Lessons Learned from Dell OEM Day

At the conclusion of a long day in Austin, I decided to take a few minutes to provide some thoughts about what I learned today.
First off, thank you to the Dell OEM team for flying me to Austin, putting me up in the Westin and feeding me breakfast, lunch and dinner today. I was surprised by the knowledge of the Dell OEM’s team existence – which I imagine is partially why the 8 of us bloggers were invited.
The List
The bloggers in attendance included:

  • Sandro Villinger (Germany) from windows-tweaks.info
  • Devang Panchigar (New Jersey) from StorageNerve.com
  • Jeffery Powers (Wisconsin) from Geekazine.com
  • “Chief” John Obeto (Los Angeles) from AbsolutelyWindows.com
  • Hector Jose Russo (Dallas) from Geeksroom.com
  • Andrew Lyle (Toronto) from Neowin.net
  • Brad Butner (Seattle) from Techvirtuoso.com
  • The Lessons Learned
    #1 Dell has a white box program. This was news to me. The program is a stripped down offering of their standard servers. This program removes the Dell logos off the server, BIOS and packaging.

    #2 Dell offers server modifications to help brand your server. Google’s canary yellow search appliance is a classic example. Symantec, Quantum and Mirapoint are some other customers that re-brand Dell servers.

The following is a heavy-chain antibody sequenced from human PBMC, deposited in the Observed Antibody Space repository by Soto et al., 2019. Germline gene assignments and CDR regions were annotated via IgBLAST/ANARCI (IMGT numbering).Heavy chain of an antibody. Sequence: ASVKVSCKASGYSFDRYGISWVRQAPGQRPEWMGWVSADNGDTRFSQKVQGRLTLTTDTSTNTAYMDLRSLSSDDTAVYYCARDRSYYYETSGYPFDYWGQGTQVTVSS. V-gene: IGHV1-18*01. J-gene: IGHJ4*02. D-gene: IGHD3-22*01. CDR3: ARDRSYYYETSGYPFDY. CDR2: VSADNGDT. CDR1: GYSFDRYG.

#3 With enough money (ie Google money) anything can be done to alter the physical requirements of standard Dell servers, as long as it meets the thermal, real estate and power limitations of the standard server. An example of this is a customer that required the power switch on their server be moved to the REAR of the server. The Dell mechanical engineers (including Zac Cravens) made it happen.

    #4 OEM deals are only for companies who add value to Dell’s servers. Don’t think about simply reselling a Dell server with your logo – you must be adding value, like custom software. The OEM program is ideal for software companies looking for a low cost platform to run their software on (as a server appliance)

    #5 Dell OEM group has a “can do” attitude. It was quite impressive to see that type of attitude. Each request by their OEM customer is sincerely evaluated to see if it can be done within the customer’s budget. If not, alternatives are suggested to try and stay within the limits of the original goals.

    #6 Dell has a custom fulfillment group that can do “anything” from laser etching your company’s logo to racking and cabling your equipment color coded to your specifications. Unfortunately we were not able to take any pictures of this, but one of the racks we saw being worked on had only yellow and black Ethernet cables installed neatly with cable ties and each end numbered so you could easily see where the cable started and ended. The laser etching on the notebooks was cool and appears to be a great way to add your own branding.

    Unfortunately, there do not appear to be any customers currently wanting to add their software to Dell’s blade servers, but I can envision one day Google making the moveb- or perhaps Microsoft will design a Bing search device on a Dell server. Regardless, this trip was informative to me and hopefully you learned something too. For more on the Dell OEM team, check out their blog at http://blog.dellOEM.com

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